When on impact the rod is held I am saying that the motion goes toward the contact point, but really can say instead that motion moves forward in parallel with that plane, and any imbalance causes rotation due to predominate force on arms. Then there is a linear test reason in all cases, as needed under "unison motion" below. And it is then okay to say that infinite pressure causes the motion to go across without motion toward the contact point, because rotation breaks from it. Then, when and if, motion goes across contact point to the other rod, THEN it spreads out and non-parallel symmetry is okay. This might be because “before” going across the whole rod is in motion, so pressure exists, in going into new rod that motion is “free” from pressure in first instance and so can just spread out (radiate) into new rod. Hence the force then on the longer arm is predominate and proceed as in 15.1.5 below.   Further torque is still okay because it is the “shape” of the window that cause the trans-lateral pressure and torque, regardless of the way the motion goes to or across the window.  But when this motion comes across it radiates/spreads out to the full area. For if it filled across in a straight line and dragged the particle into motion by infinite friction between mass points here also, then the notion of rotation of the forward rod has no basis. Instead I see this scenario

Principles 15.1.1-7

1.       Motion within a rod without contact is as is. This is primary motion type.

2.     Motion on impact within that rod is forward in parallel vectors aligned parallel to the line running from the contact point and perpendicular with respect to the line on the long axis emanating from the contact point. This then if reciprocal around the contact point results in a linear push. This allows for a linear testing at each point of rotation. If linear motion crosses the point of contact when in balance it is due to infinite friction between the parallel vectors. Or if unbalanced it results in a rotational push/motion. This is the secondary motion type.

3.     Motion goes with greatest force at the least resistance when the rods are perpendicular to each other, and this “requirement” to the window of contact produces torque in the impacting rod (though infinite friction).   This is the tertiary type of motion.

4.      After crossing the window of contact the motion fans out/radiates.  This is the fourth type/level of motion, with the resulting pressures taking that rod “back” to a level one motion.

5.      The vectors of motion then if symmetrical to a circular cross section that is perpendicular to the ends of the rod, and drawn from the radiation point, will result in linear motion. Else if there is an imbalance the rod rotates forward in relation to the average motion vector, "pivoting" virtually from the radiation point (though it is on the backside to the direction of rotation).

6.       This causes a back swing which hits the first particle and causes motion to reverse to that point, leading to a change of rotation onto the first rod.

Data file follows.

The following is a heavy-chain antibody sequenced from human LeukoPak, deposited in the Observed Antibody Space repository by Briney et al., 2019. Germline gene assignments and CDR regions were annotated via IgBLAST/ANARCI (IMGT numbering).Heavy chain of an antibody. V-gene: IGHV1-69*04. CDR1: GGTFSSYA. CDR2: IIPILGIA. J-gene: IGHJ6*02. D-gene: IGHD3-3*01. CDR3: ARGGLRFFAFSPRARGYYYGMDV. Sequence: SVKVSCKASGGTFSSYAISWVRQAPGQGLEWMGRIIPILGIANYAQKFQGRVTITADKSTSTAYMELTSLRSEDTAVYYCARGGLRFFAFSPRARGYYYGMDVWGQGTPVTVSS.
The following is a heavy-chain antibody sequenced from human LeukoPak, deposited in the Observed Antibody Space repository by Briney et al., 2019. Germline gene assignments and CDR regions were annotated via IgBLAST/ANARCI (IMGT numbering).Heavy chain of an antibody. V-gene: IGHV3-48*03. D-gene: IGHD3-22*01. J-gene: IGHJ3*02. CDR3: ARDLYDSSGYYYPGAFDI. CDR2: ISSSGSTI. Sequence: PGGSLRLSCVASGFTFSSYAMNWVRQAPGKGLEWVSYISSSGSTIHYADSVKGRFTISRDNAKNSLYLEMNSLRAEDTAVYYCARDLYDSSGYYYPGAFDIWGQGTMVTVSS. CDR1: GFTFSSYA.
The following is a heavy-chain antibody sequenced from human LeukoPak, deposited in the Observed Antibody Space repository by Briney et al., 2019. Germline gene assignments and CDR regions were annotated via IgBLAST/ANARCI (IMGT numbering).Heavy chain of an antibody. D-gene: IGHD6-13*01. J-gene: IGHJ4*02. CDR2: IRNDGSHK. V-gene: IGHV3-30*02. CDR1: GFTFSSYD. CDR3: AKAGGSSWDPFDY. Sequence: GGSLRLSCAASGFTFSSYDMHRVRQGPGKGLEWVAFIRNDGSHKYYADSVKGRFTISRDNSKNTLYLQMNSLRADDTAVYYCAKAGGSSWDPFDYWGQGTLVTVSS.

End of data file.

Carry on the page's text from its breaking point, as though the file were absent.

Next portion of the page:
So, these four “levels” of motion are related to certain circumstances; free movement, impacts, the window of contact, filling new mass area, completion of the process.

7 .     Any type of impact that presents a situation where motion cannot be expressed in space as it had been, results in transfers of motion, torque, rotation or rebound, or vibration as a last resort,  to satisfy the conservation of motion principle #4. This occurs along the lines of the other principles so mentioned here and elsewhere (in the case of rebound and vibration).

Now there are fundamentally two types of collisions, direct hits and overtaking hits, gone over in detail in Section 2. Suffice to say as an introduction, on direct hits all (absolute) motion is stopped, goes into torque per principle 15.1.3, then rotation per principle 13, then back to linear motion per principle 14. For an overtaking hit there is a unison motion that is achieved by the overtaking particle (B) with the overtaken particle (A), thereafter any excess above the unison motion goes into torque and then rotation, The unison motion is initially following the the same vector of motion B had traveling to meet A, therefore in theory B would slide across A relative to it.

The excess motion, after torque, means any excess motion as rotation is in a perpendicular to A.

"Unison" Motion

In the case of B sliding by A due to the vectors at angles to each other, this unison motion establishes and occurs while B is torqueing.

Then after rotation the added problem is with the direction of the linear motion of A and B different, the rotation causes an additional displacement of B relative to A that is a change from the established unison motion at the first instance. That is the rod B itself has changed position, so that its motion though space, unless the same as A, intersects A’s linear motion at different spots, even though B’s linear motion is in the same direction to the horizon as when established in the first instance. This can be seen most clearly when B comes to the top of A, it is now clearly moving up and off of A. Conversely if rotating to the bottom of A, all its linear motion is suppressed.

HOWEVER, this doesn't occur because in the first instance (after torque is complete) as B begins to rotate it "tests" the window of contact as it were with linear motion which combines with the linear unison motion and because it diminishes toward the linear motion of A that would , as it where, increase rotation and the testing cycle occurs again. So all B's linear overtaking motion moves toward a equal plane (but not line) of direction as A's linear motion, increasing the amount of rotation possible as it does. This change of direction of B's linear motion is instantaneous as all occurs within the rods mass.

After which B actually begins rotating on A, with a unison motion component now in the same plane as A's linear motion. Now each point of rotation causes a testing which also vectorizes with the unison motion of B.